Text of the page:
Prince George transitional housing celebrates 2 years of addiction recovery service

·3 min read
Gary Fraser, front left, and Ray Berube, rear right, are residents of Olive's Branch, a two-year-old transitional housing  managed by Connie Abe, executive director of Association for Advocating for Women and Community, rear left, and Olive's Branch program manager Blythe Roller, front right.  (Andrew Kurjata/CBC - image credit)
Gary Fraser, front left, and Ray Berube, rear right, are residents of Olive's Branch, a two-year-old transitional housing managed by Connie Abe, executive director of Association for Advocating for Women and Community, rear left, and Olive's Branch program manager Blythe Roller, front right. (Andrew Kurjata/CBC - image credit)

Ray Berube says he would be homeless and possibly even ended in jail if he hadn't been admitted to the Olive's Branch, transitional housing in downtown Prince George, B.C., that is celebrating its second anniversary in April.

The Association for Advocating for Women and Community (AWAC) — a non-profit organization based in the northern B.C. city originally specialized in services for women struggling with addictions and homelessness — purchased a motel building at 1915 Third Avenue in 2019, turning it into a transitional housing complex of 28 suites with wraparound services for people seeking sobriety.

The wraparound services at Olive's Branch include case workers and counselling, assistance in accessing medical care, and peer support, according to a written statement last week from the B.C. Ministry of Social Development and Poverty Reduction.

Berube says living in the Olive's Branch has helped him on his road to recovery.

"I was in detox in the hospital for a month prior to coming over here," he said to CBC story producer Andrew Kurjata. "I've attempted [to become sober] many times, but … it's an everyday thing … and for me it wasn't easy."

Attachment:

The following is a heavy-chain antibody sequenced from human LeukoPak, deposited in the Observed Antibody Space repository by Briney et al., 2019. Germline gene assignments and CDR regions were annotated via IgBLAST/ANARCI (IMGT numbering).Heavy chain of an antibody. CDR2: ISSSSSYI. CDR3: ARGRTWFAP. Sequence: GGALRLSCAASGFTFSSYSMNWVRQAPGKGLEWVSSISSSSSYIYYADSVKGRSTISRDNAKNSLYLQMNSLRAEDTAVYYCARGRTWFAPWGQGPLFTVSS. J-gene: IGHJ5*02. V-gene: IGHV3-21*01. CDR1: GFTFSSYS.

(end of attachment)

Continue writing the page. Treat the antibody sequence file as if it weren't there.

"[Olive's Branch] is a safe house," Berube said. "We've got really good members, and it helps to have positive friends."

Ray Berube says he could have ended up in prison if he hadn't been admitted to the drug recovery program at Olive's Branch.
Ray Berube says he could have ended up in prison if he hadn't been admitted to the drug recovery program at Olive's Branch.(Andrew Kurjata/CBC)

Another Olive's Branch resident Gary Fraser — who is originally from Vernon — planned to join the recovery program at the Baldy Hughes Therapeutic Community and Farm, which is about 40 kilometres south of downtown Prince George. But he says he ended up in Olive's Branch because he prefers living in the city so that he can learn to deal with the real world better.

"[Counsellors at Olive's Branch] will get whatever you need," Fraser said. "They're here to look after you while you recover … and they're learning from you as you're learning from them at the same time."

According to the BC Coroners Service, 58 people died of drug overdose in Prince George in 2020. A total of 160 people are experiencing homelessness in the northern city, according to B.C. Housing's homeless count report in 2018.

Olive's Branch program manager Blythe Roller says people living with homelessness and addiction are not bad people and need help from the local community.

"If you see this person on the street in there and they're doing these things that the average person doesn't do … you need to still remember that that's somebody's son, somebody's daughter, somebody's brother and sister and cousin and nephew and uncle, and [you need] to try to help these people instead of just walking in ignorance," Roller said.

AWAC's executive director Connie Abe says over the past two years of Olive's Branch's operation, 12 residents have maintained their sobriety for more than a year, and four of them have found jobs.

"Our goal is to help individuals gain employment at the end of three years and become independent," Abe said.

AWAC is also using one floor of the 12-storey Victoria Towers apartment building on 20th Avenue to accommodate people who have gained sobriety and to help them transition to market housing.

Abe says her organization needs more support from the government and community to provide more affordable suites to people moving out of transitional housing like Olive's Branch.

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